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State Regulators To Vote On New Energy Rates For San Diego Customers

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State Regulators To Vote On New Energy Rates For San Diego Customers
State Regulators To Vote On New Energy Rates For San Diego Customers
State Regulators To Vote On New Energy Rates For San Diego Customers GUESTS:Amber Albrecht, senior communications manager, SDG&E Marta Stoepker, deputy press secretary, Sierra Club Don Kelley, executive director, Utility Consumer Action Network

California regulators are considering a new way for residents to pay for electricity, imposing a charge on the greatest energy users while narrowing price gaps for everyone else.

The California Public Utilities Commission is scheduled to vote on a compromise proposal Friday, marking the first changes in residential rates since energy brownouts roiled the state 15 years ago.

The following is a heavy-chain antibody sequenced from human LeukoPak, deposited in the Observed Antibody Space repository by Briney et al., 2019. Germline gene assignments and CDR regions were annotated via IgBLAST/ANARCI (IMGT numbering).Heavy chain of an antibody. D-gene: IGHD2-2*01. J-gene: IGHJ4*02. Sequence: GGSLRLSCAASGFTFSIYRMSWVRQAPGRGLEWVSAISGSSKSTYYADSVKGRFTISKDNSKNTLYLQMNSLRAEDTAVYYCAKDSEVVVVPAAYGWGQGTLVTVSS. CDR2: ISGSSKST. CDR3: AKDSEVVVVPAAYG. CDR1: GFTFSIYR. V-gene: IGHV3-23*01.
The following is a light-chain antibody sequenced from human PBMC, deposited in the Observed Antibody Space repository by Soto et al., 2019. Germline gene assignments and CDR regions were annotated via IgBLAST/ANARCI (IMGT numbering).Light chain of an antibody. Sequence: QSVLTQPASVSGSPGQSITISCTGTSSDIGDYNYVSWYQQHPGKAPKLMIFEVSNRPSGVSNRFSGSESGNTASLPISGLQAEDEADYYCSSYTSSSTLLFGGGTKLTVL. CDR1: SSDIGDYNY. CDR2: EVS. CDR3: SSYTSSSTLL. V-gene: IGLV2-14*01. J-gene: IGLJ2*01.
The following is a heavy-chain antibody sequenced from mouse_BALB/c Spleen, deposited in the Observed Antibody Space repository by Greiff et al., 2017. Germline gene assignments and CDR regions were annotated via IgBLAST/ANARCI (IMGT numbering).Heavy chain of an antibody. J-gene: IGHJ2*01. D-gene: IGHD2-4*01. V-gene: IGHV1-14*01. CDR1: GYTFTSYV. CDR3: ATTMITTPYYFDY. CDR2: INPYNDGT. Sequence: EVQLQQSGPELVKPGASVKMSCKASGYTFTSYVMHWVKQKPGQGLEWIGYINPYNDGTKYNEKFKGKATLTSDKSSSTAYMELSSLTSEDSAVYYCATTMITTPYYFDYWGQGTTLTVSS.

The Legislature in 2001 expanded rate-paying tiers from two to four, and froze the lowest levels to protect households from huge swings in energy costs. The state's three major investor-owned utilities say the steeply tiered structure means higher-use customers have been unfairly subsidizing low-energy users for years.

The proposal released Wednesday is a compromise applauded by Commissioner Mike Florio, who had been critical of an earlier proposal backed by PUC President Michael Picker and utilities. Florio had submitted a competing plan that consumer and environmental advocates preferred.

The compromise calls for a return to two tiers, but Florio said there would be a surcharge on the highest energy users. He said the compromise protects low-income users and low-use households.

"Yeah, I'm reasonably happy," said Florio, adding that he protested Picker's plan because, "I don't want to see big users get a break at the expense of small users."

Still, at least one environmental group remains unconvinced and is urging the five commissioners to vote for Florio's original plan, which remains on Friday's agenda.

The compromise, said Evan Gillespie of the Sierra Club, "continues to punish low energy users, hurt low-income families and discourage conservation."